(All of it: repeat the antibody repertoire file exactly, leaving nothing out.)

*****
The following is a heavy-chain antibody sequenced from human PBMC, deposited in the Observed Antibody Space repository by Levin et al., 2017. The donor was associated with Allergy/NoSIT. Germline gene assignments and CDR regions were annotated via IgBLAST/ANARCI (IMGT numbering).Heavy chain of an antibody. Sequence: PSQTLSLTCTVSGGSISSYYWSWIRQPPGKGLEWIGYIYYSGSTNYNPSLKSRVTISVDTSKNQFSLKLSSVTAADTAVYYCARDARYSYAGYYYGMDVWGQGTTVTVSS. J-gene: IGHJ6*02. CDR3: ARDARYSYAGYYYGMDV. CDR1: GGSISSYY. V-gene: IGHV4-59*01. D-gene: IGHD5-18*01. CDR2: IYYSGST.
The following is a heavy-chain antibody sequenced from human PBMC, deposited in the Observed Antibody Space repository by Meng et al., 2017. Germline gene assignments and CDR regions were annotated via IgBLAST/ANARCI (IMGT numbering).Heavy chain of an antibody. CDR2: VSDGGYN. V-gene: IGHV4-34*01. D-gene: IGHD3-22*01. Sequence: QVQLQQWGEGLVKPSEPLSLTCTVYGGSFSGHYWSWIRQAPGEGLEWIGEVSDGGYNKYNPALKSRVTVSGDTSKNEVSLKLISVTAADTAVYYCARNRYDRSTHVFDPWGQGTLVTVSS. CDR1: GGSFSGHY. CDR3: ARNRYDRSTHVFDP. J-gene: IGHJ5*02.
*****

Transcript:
The following is a heavy-chain antibody sequenced from human PBMC, deposited in the Observed Antibody Space repository by Levin et al., 2017. The donor was associated with Allergy/NoSIT. Germline gene assignments and CDR regions were annotated via IgBLAST/ANARCI (IMGT numbering).Heavy chain of an antibody. Sequence: PSQTLSLTCTVSGGSISSYYWSWIRQPPGKGLEWIGYIYYSGSTNYNPSLKSRVTISVDTSKNQFSLKLSSVTAADTAVYYCARDARYSYAGYYYGMDVWGQGTTVTVSS. J-gene: IGHJ6*02. CDR3: ARDARYSYAGYYYGMDV. CDR1: GGSISSYY. V-gene: IGHV4-59*01. D-gene: IGHD5-18*01. CDR2: IYYSGST.
The following is a heavy-chain antibody sequenced from human PBMC, deposited in the Observed Antibody Space repository by Meng et al., 2017. Germline gene assignments and CDR regions were annotated via IgBLAST/ANARCI (IMGT numbering).Heavy chain of an antibody. CDR2: VSDGGYN. V-gene: IGHV4-34*01. D-gene: IGHD3-22*01. Sequence: QVQLQQWGEGLVKPSEPLSLTCTVYGGSFSGHYWSWIRQAPGEGLEWIGEVSDGGYNKYNPALKSRVTVSGDTSKNEVSLKLISVTAADTAVYYCARNRYDRSTHVFDPWGQGTLVTVSS. CDR1: GGSFSGHY. CDR3: ARNRYDRSTHVFDP. J-gene: IGHJ5*02.